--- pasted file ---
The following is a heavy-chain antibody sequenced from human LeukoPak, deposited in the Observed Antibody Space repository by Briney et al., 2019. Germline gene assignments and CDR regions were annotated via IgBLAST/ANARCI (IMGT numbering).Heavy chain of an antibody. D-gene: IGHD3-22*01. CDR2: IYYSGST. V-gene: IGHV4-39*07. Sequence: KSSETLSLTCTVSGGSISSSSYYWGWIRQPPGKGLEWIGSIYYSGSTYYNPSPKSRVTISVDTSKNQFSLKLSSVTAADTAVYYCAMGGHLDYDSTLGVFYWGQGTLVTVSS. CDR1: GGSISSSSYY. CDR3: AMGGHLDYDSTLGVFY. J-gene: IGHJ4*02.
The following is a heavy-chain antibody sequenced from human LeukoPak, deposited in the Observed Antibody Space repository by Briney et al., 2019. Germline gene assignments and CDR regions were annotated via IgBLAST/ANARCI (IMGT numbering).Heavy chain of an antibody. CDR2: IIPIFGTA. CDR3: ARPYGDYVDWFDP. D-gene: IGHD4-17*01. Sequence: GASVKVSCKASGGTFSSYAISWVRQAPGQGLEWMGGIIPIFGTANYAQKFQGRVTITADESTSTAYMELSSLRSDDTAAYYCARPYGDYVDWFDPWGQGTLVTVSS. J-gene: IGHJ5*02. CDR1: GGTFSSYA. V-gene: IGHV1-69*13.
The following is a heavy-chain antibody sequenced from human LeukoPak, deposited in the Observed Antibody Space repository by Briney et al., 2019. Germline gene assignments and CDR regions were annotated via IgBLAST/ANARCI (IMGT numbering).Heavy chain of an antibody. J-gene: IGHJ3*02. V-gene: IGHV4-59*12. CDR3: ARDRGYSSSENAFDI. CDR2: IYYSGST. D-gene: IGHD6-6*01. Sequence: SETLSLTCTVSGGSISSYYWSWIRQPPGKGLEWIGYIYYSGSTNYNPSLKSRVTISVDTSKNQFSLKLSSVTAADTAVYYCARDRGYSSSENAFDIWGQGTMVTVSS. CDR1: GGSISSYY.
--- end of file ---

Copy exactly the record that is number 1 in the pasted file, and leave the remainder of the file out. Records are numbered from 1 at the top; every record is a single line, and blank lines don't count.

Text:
The following is a heavy-chain antibody sequenced from human LeukoPak, deposited in the Observed Antibody Space repository by Briney et al., 2019. Germline gene assignments and CDR regions were annotated via IgBLAST/ANARCI (IMGT numbering).Heavy chain of an antibody. D-gene: IGHD3-22*01. CDR2: IYYSGST. V-gene: IGHV4-39*07. Sequence: KSSETLSLTCTVSGGSISSSSYYWGWIRQPPGKGLEWIGSIYYSGSTYYNPSPKSRVTISVDTSKNQFSLKLSSVTAADTAVYYCAMGGHLDYDSTLGVFYWGQGTLVTVSS. CDR1: GGSISSSSYY. CDR3: AMGGHLDYDSTLGVFY. J-gene: IGHJ4*02.